“Me personally, I have a really good relationship with coach Ham,” safety Divine Deablo said. “He came up to me and we hugged each other. I told him I love him and let’s keep it going.”
Virginia Tech will certainly look to keep things rolling when it hits the road next Saturday and travels to Wake Forest. Kickoff is set for 3:30 p.m. in Winston-Salem. The game will be televised on RSN (Regional Sports Networks). Check your local listings and look for an affiliate list to be posted in our game preview later this week.
VIRGINIA TECH NEWS AND NOTES
- Cornerback Jermaine Waller missed tonight’s action after returning for the first time this season last week against UNC. Waller was absent from the first two weeks of the season due to a nagging foot injury, but Fuente confirmed that was not the same issue he was dealing with tonight.“This is not what kept him out for a long time throughout the offseason and fall camp,” Fuente said. “I think he desperately wants to play, but I think he’ll be good to go this week.”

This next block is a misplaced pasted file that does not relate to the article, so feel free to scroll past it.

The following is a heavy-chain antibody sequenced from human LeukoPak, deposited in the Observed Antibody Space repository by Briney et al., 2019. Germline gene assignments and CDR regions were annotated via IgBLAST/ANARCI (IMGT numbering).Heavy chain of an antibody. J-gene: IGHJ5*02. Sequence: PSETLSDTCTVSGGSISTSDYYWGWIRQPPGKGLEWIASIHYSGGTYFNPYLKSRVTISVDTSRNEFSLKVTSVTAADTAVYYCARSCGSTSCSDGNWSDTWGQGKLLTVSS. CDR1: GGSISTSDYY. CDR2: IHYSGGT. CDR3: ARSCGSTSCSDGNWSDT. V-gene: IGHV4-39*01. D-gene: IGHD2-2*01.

- Divine Deablo returned to action after missing the previous two games. The redshirt senior was at boundary safety this week while Devin Taylor played at free safety. Deablo made a key impact with five tackles, one tackle for loss, and a forced fumble.“It felt great getting back out there with my teammates,” Deablo said. “I missed them guys and felt bad I couldn’t be out there the previous two weeks. Creating turnovers, that’s what we worked for all week. Just glad we got the ball out.”
- Virginia Tech’s wide receivers only caught seven passes in the game, with Kaleb Smith leading the way with three receptions. The lack of depth at the wide receiver position, especially after Tre Turner missed the second half with an injury, led to Virginia Tech using 12 personnel (one running back, two tight ends) pretty much the entire night.“[Tre] was on the sideline and seemed fine,” Fuente said. “I don’t know anything other than he wasn’t available the rest of the game… We have to develop our depth on the outside. Some of that development has been delayed due to all the missed time and missed practices. Now we’re in the middle of the season, so it’s a little bit difficult as you can imagine. We’re in game plan mode and there’s not a lot of get-better practices.”